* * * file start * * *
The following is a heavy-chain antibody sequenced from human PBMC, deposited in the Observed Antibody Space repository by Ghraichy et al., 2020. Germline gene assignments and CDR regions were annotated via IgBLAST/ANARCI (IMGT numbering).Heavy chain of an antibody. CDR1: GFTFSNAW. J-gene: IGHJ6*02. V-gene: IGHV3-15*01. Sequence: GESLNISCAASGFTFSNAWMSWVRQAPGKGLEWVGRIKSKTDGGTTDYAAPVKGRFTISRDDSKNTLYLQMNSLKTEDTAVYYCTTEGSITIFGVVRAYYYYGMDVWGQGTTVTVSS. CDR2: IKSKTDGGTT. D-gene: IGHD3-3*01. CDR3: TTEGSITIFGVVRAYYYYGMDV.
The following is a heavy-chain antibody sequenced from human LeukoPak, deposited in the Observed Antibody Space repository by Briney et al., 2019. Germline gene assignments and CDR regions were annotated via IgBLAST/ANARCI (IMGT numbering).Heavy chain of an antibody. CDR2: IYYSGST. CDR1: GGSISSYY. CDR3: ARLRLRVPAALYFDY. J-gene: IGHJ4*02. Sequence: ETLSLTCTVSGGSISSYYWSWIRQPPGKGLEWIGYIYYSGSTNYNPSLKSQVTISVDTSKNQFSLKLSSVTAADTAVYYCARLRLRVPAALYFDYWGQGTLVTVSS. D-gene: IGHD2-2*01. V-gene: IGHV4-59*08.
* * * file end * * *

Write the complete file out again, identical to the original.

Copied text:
The following is a heavy-chain antibody sequenced from human PBMC, deposited in the Observed Antibody Space repository by Ghraichy et al., 2020. Germline gene assignments and CDR regions were annotated via IgBLAST/ANARCI (IMGT numbering).Heavy chain of an antibody. CDR1: GFTFSNAW. J-gene: IGHJ6*02. V-gene: IGHV3-15*01. Sequence: GESLNISCAASGFTFSNAWMSWVRQAPGKGLEWVGRIKSKTDGGTTDYAAPVKGRFTISRDDSKNTLYLQMNSLKTEDTAVYYCTTEGSITIFGVVRAYYYYGMDVWGQGTTVTVSS. CDR2: IKSKTDGGTT. D-gene: IGHD3-3*01. CDR3: TTEGSITIFGVVRAYYYYGMDV.
The following is a heavy-chain antibody sequenced from human LeukoPak, deposited in the Observed Antibody Space repository by Briney et al., 2019. Germline gene assignments and CDR regions were annotated via IgBLAST/ANARCI (IMGT numbering).Heavy chain of an antibody. CDR2: IYYSGST. CDR1: GGSISSYY. CDR3: ARLRLRVPAALYFDY. J-gene: IGHJ4*02. Sequence: ETLSLTCTVSGGSISSYYWSWIRQPPGKGLEWIGYIYYSGSTNYNPSLKSQVTISVDTSKNQFSLKLSSVTAADTAVYYCARLRLRVPAALYFDYWGQGTLVTVSS. D-gene: IGHD2-2*01. V-gene: IGHV4-59*08.